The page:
Barack Obama could reach 70 million people with one of his tweets. As one of the most renowned world leaders, Angela Merkel could also gain extensive outreach on social media. So what is the rationale behind the German Chancellor’s decision to refrain from posting on Twitter?
World leaders use Twitter to advance their political position and interact with other policymakers. Twiplomacy or hashtag wars have become popular among heads of state and governmental officials. The majority of UN members have a strong political outreach on Twitter. With regards to social media activity, Germany distinguishes itself from other G7 states. Neither the German Chancellor nor the German President has an active Twitter account. While Angela Merkel occasionally uses Twitter to follow fellow policymakers’ activity, she doesn’t tweet herself. What causes the Chancellor of Germany to refrain from using the platform which has taken the world of politics by storm?
@mathiasrichel “She [Angela Merkel] doesn’t tweet herself, but she’s reading along. That has just been revealed in a pretty close camera shot from the @tagesthemen of Angela Merkel’s iPad in the general debate. Hello, Chancellor!”
Can one of the most prominent European leaders afford to freely share her opinion?
Twitter has been known to spark controversy and incite international conflict amongst policymakers. For example, Theresa May, UK Prime Minister at the time, together with other European politicians, openly criticized the Russian government on Twitter after the nerve agent attack in Salisbury. Despite her influence, Chancellor Angela Merkel has to be more careful in sharing her opinion. While she is watching from behind the curtain, a number of staff members carefully script her political statements to avoid controversy.
Merkel established herself as a broker of workable compromises and a crisis solver in the European Union. The entire political world closely observes and scrutinizes her actions. As a result, Angela Markel refrains from publicly sharing controversial opinions and grand visions for the future. Instead, she offers suggestions for incremental changes to the status quo to stabilize the situation. Thus, her style of forging diplomatic relations does not fit the blunt and fast-paced Twitter environment.
Does Angela Merkel have concerns about the power of Twitter?
According to Angela Merkel’s chief spokesperson Steffen Siebert, she thinks that “the right to freedom of opinion is of fundamental importance.” Thus, she criticizes Twitter’s decision to ban Donald Trump’s Twitter account due to the Capitol Hill riots. Merkel’s opinion is that national governments rather than private companies should decide on freedom of speech limitations.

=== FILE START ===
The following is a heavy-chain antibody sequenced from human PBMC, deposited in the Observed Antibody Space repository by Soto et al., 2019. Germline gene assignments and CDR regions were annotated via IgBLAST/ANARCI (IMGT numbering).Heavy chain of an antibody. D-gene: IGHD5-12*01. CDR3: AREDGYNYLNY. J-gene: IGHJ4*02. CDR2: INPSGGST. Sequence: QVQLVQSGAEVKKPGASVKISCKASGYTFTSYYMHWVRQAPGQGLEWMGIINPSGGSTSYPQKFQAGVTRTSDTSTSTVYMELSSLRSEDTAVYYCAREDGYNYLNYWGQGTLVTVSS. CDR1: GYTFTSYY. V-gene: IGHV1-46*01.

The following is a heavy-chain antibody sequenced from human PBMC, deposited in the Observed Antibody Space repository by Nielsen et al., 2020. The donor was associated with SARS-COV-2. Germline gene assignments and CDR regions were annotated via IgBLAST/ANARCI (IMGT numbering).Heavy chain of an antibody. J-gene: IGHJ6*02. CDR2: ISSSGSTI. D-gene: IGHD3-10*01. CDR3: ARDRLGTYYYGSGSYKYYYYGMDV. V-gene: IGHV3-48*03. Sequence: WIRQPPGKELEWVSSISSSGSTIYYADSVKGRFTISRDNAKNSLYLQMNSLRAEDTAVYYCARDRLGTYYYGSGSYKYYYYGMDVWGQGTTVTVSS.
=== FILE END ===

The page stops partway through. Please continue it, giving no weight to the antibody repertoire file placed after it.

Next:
Perhaps Merkel’s concern about the power of Twitter to shape social discourse stems from the German history of totalitarian regimes. Both the Communist and Nazi regimes in 20th century Germany used traditional media to spread propaganda and censor opposing voices. It might very well be that Angela Merkel has identified similar concerns about Twitter which have put her off the platform.
Is old school the new school?
One can wonder whether Merkel’s lack of presence on Twitter is a failed opportunity or a dodged bullet. Despite Twitter becoming an effective communication tool for global leaders, it is also a place of disputes and conflicts. Twitter is increasingly criticized for sparking cyber-conflicts and polarizing political groups. With this in mind, Merkel’s strategy is to remain on the sidelines of the social media buzz and avoid unnecessary conflicts or faux pas. With fifteen successful years as a Chancellor, Angela Merkel built her political profile around promoting stability and effective crisis management. In the age when a few tweets can make or break a politician, maybe her strategy to watch from afar is the way to go?
Go to our Twitter Trends page to find out more about how Twitter affects global and national politics.
This article was originally published in English. Translations were generated automatically and might be incorrect.
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